Tom Cruise is exercised about Coronavirus. Aren’t we all? you might say. But the star of Mission: Impossible 7 has been particularly concerned about the behaviour of crew members on the set of the movie which is currently being shot in the UK. We’ve provided media training and even crisis management to film and TV production companies and so this story caught our eye.
“If I see you doing it again, you’re f***ing gone,” Cruise shouted, according to The Sun. “And if anyone in this crew does it, that’s it — and you too, and you too. And you, don’t you ever f***ing do it again.” The paper reports that “Fifty members of staff at Warner Bros. Studios in Leavesden, Herts, were left stunned by the angry outburst.”
Is the Hollywood A-lister a hero or a villain? Is he acting professionally and doing his bit to ensure that people keep their jobs, investors’ money is protected and we the public get to see the film as soon as possible? Or is this an example of a paranoid, precious movie star going over the top with health and safety and bullying people earning a fraction of his fee?
The fact that it could be interpreted either way is part of the appeal of this story to the media. We journalists love
“on the one hand…and on the other…”
stories. The BBC coverage of this outburst, for instance, is peppered with social media comment for and against Cruise’s outburst. If you’re producing a radio phone-in show this afternoon or this evening, you’d have lots of fun with listeners taking one view or the other. The Sun has a Quick Poll at the bottom of its coverage, we noticed.
The fact that we’ve got such a huge celebrity involved is always a story. When we look at what makes a story in our media training courses, we’ll explore the human element. Hero or villain, celebrity or ordinary person, male or female, movie industry or fish and chip shop owner – it doesn’t matter as long as a human being is involved.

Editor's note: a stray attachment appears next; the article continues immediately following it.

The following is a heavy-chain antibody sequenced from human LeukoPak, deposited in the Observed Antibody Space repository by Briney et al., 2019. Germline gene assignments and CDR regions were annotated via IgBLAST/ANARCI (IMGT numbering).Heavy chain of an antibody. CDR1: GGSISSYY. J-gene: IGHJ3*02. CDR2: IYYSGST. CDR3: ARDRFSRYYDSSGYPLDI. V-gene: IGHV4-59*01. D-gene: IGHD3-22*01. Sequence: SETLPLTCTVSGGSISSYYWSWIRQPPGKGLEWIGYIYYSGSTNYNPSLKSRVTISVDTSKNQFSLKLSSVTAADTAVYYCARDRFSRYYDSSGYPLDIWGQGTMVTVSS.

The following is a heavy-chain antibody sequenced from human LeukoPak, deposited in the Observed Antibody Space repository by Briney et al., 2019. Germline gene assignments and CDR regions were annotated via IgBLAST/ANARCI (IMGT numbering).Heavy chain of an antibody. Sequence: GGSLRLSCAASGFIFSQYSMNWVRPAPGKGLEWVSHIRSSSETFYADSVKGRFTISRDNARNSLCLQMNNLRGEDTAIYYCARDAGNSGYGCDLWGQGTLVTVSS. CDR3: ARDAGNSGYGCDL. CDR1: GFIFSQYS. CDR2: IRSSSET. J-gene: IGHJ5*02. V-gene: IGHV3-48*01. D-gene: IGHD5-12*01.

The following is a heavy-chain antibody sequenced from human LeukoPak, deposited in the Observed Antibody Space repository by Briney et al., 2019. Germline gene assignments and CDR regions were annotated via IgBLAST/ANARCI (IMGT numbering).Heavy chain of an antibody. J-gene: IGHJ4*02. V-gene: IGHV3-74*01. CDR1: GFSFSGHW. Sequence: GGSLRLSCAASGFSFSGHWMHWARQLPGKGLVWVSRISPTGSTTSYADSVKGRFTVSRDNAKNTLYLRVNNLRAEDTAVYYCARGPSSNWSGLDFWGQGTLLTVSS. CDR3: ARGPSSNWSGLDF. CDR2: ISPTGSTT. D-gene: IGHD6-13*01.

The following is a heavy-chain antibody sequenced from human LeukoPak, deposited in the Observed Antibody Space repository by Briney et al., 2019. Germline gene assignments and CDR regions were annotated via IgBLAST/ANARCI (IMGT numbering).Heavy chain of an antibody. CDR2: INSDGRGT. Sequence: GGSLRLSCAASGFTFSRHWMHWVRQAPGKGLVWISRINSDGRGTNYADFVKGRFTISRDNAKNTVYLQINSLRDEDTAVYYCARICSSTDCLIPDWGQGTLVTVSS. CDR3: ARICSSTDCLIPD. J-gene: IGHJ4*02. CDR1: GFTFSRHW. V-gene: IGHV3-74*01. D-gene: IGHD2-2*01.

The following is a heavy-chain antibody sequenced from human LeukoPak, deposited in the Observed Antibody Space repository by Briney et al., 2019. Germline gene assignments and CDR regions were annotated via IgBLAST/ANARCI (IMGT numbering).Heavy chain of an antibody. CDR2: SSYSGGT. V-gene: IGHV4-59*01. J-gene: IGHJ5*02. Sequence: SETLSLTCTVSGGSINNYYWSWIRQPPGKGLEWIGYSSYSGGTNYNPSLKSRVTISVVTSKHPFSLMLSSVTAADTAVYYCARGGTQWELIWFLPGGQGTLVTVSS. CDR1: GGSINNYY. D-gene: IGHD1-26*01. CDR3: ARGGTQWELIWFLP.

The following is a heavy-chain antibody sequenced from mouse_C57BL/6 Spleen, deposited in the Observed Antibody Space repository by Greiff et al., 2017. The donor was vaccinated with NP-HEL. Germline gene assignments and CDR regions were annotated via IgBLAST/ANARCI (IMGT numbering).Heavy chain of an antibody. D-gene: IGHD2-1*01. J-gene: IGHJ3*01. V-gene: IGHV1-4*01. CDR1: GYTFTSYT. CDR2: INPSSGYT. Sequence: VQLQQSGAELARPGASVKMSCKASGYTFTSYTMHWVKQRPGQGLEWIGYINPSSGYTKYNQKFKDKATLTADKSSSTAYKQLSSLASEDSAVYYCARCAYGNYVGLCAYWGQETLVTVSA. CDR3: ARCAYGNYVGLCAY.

What does matter though, is that that human being has an element of the unusual about them – another box tick in our special newsworthiness test. It’s something that we run through at the start of our media training courses. Once people understand what makes a story and what journalists are looking for when they’re doing interviews, then those people feel more confident and in control of the interview. Confidence and control are key for us. Another key element of the story is, of course, the fact that piggybacks off the ongoing debate about Coronavirus, safety and a return to work.
So how should the producers handle this incident? There’s an element of crisis communications here but more generally, it’s the type of issue that we help clients in our media training workshops to deal with – sometimes at very short notice. The first is the producer’s and studio’s comms teams plus the unit publicist should be ready to comment. As we advise our clients
never looks good. Even if they say we’re carrying out an investigation, they’ll at least be seen to be doing something.
They might want to issue a statement. If they do it should use simple, everyday language and subtly include a selling point for the producers, perhaps emphasising that, like Tom Cruise, they passionately believe in maintaining social distancing and other protocols to protect cast and crew.
Should Cruise apologise? Well, that’s a matter for him and his publicist but, if he does, it should be direct and unqualified. As we’ve discussed before an apology that contains phrases such as
“if I’ve offended anyone”
“if our clients feel that they’ve been inconvenienced,”
just looks pathetically mealy-mouthed and will only enrage the media further.
Any incident that, like this, suddenly erupts can put an organisation on the back foot.
Having a line to take on the issue all ready to go and spokespeople who are prepared to speak as well as a crisis strategy if necessary can help turn it from a crisis into an opportunity.
We work with a wide variety of organisations to do this.
Finally, call us cynical but could this also have been a bit of publicity. As I mentioned, we’ve worked with film companies and studio publicists and we know that when it comes to promoting a new movie and getting coverage in conventional and social media, incidents like this don’t do any harm.
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